A twenty cent coin made sense with a decimal system of coinage, after all five coins would
make a dollar. The denomination was first proposed by Thomas Jefferson in 1783. After
much deliberation, Congress found more merit in the twenty-five cent coin which was
approximately the same value as
two-bits of the Spanish eight-reales coin (the eight-reales
was the coin upon which the value of a dollar was set). Also, the eight-reales coin was
widely used in the American colonies.
In 1806 a bill was introduce to establish the denomination again, the denomination faced no real opposition, but the legislation was defeated because of other parts of the bill.
The Mint Act of 1873 abolished the silver three-cent piece, half dime and dollar. This left little for the San Francisco or Carson City Mints to produce. The half dime rapidly disappearing from circulation. It became difficult to give correct change of a quarter. Hundreds of common items were priced at ten cents, when paying with a quarter, one was likely to be shortchanged by receiving a dime or a Spanish bit, worth only 12 1/2 cents.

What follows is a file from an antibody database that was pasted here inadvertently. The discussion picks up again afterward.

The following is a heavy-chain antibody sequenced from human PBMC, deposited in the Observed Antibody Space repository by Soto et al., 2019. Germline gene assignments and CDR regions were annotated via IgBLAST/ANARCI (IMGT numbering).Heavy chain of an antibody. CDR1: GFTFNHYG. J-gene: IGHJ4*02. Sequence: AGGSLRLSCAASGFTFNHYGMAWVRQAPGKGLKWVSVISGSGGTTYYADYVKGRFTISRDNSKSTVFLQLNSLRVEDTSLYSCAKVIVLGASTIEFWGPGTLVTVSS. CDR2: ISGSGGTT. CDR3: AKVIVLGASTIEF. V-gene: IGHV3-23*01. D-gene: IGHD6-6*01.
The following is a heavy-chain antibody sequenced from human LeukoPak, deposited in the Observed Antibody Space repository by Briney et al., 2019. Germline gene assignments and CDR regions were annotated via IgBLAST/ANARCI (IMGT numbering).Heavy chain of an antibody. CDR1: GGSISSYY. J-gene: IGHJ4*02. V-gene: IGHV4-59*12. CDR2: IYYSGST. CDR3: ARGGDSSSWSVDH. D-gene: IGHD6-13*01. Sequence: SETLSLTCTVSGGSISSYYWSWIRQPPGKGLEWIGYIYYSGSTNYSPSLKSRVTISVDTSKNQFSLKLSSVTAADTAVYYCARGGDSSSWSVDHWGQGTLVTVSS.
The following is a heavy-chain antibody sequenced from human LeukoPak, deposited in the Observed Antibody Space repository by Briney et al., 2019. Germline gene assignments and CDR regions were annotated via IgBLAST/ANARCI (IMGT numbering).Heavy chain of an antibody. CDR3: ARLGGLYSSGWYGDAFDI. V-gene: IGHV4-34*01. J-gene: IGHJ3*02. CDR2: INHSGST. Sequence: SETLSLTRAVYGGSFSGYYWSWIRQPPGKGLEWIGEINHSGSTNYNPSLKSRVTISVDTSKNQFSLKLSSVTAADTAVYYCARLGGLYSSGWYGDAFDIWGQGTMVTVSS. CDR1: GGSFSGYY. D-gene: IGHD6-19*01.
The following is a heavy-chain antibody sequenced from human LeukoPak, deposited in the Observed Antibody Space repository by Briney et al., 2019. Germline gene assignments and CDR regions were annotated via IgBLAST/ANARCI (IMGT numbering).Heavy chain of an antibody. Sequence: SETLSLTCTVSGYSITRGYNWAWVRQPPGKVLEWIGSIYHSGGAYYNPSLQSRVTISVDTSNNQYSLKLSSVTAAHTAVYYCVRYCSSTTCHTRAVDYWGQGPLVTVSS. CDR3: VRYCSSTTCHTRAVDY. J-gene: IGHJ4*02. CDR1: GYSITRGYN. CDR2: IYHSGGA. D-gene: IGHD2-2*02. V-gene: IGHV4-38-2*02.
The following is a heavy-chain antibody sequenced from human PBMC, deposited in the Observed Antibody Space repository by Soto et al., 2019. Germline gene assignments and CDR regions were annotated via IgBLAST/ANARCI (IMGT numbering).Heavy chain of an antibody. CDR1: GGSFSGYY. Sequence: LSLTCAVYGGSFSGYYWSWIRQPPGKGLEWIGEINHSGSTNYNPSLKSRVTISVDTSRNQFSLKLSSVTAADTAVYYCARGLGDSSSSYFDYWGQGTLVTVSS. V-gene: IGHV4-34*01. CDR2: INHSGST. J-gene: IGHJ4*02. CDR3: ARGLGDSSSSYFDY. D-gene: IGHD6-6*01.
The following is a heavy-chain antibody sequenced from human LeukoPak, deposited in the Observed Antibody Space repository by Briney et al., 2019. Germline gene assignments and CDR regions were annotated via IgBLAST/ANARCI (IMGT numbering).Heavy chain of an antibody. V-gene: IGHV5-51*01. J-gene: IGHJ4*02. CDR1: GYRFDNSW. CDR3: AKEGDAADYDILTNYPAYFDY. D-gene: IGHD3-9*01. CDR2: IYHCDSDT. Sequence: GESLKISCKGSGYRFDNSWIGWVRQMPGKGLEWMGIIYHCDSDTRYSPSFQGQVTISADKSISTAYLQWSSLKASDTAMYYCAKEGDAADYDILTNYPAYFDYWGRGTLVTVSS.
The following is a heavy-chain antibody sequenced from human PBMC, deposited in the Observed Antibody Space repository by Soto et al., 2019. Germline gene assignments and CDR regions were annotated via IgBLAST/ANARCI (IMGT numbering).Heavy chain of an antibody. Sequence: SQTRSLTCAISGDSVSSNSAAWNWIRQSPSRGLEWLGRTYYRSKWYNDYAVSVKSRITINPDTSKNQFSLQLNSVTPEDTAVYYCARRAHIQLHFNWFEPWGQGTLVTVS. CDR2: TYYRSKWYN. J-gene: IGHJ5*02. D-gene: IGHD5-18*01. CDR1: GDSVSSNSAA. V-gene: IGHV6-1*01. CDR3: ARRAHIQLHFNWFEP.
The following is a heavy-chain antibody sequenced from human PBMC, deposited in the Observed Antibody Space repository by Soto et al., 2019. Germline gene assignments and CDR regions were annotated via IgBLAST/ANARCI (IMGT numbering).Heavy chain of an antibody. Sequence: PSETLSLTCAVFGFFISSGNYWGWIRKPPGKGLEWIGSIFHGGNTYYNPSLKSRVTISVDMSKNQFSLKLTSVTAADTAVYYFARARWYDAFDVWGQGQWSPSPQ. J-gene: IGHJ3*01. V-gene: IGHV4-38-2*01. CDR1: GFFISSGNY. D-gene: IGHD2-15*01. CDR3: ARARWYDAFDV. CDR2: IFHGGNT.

In February of 1874 Nevada Senator John Percival Jones introduced a bill making the denomination a reality. The Senator claimed that the twenty cent coin, which could be made at the Carson City Mint, would solve the shortage of small change in the West.
Treasury Department policy mandated complete uniformity of design within a series of coins of the same metal. Since the value of the twenty cent coin and the quarter dollar were very close to the same, and they were to have a similar design, the two designs ended up being very similar and therefore very confusing. The public's enormous dislike for the new coin signaled an early demise in 1878 for the denomination.
Barber used a earlier designed on the reverse showing a eagle with partially raised wings, three arrows in the right claw and a olive branch in the other. It is the same design he used on the Trade Dollar.
20 cent coins were produced for four years: 1875, 1876, 1877 and 1878 (the last two years in Proof only). The 1875 coins were produced in Philadelphia, Carson City and San Francisco. The 1876 were produced in Philadelphia and Carson City only.
Nearly all 10,000 1876-CC 20 cent coins were melted down at the Carson City Mint. A few of the business strikes may have been given to visitors as souvenirs (fewer than 20 are known).
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